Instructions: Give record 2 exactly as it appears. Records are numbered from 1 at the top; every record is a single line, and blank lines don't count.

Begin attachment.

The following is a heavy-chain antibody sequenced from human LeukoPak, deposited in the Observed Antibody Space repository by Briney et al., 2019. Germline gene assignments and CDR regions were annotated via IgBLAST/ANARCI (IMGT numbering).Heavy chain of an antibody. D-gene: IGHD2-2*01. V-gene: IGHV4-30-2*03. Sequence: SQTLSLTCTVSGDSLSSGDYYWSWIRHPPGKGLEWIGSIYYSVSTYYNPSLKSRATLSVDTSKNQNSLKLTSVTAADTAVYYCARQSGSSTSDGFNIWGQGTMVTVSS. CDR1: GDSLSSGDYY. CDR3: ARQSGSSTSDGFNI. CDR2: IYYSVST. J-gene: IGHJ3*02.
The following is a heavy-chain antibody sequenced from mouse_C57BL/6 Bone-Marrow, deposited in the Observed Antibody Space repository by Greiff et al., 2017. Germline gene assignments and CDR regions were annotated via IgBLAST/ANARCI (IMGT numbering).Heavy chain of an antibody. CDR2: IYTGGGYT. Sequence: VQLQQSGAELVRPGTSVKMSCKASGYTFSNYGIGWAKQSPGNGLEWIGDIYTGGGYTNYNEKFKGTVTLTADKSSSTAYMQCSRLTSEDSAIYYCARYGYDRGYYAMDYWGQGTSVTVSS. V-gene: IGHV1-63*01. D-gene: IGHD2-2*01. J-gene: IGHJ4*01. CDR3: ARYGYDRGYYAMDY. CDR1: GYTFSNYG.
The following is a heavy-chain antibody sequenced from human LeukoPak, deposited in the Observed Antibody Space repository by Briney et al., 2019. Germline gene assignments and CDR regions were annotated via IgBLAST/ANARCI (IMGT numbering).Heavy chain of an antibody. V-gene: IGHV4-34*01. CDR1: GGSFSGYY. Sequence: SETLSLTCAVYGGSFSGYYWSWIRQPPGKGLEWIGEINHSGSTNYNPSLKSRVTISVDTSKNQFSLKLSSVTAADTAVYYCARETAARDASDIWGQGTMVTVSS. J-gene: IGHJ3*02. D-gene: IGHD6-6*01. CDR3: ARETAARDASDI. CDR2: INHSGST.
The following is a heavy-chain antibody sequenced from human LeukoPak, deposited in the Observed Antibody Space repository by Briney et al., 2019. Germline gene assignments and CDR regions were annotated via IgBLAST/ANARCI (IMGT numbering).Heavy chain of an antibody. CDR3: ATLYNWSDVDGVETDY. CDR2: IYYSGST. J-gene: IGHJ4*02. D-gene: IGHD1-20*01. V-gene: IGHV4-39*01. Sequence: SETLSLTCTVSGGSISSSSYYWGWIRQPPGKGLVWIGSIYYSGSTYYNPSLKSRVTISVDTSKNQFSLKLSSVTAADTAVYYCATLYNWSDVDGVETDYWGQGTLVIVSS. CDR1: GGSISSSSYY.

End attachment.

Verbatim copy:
The following is a heavy-chain antibody sequenced from mouse_C57BL/6 Bone-Marrow, deposited in the Observed Antibody Space repository by Greiff et al., 2017. Germline gene assignments and CDR regions were annotated via IgBLAST/ANARCI (IMGT numbering).Heavy chain of an antibody. CDR2: IYTGGGYT. Sequence: VQLQQSGAELVRPGTSVKMSCKASGYTFSNYGIGWAKQSPGNGLEWIGDIYTGGGYTNYNEKFKGTVTLTADKSSSTAYMQCSRLTSEDSAIYYCARYGYDRGYYAMDYWGQGTSVTVSS. V-gene: IGHV1-63*01. D-gene: IGHD2-2*01. J-gene: IGHJ4*01. CDR3: ARYGYDRGYYAMDY. CDR1: GYTFSNYG.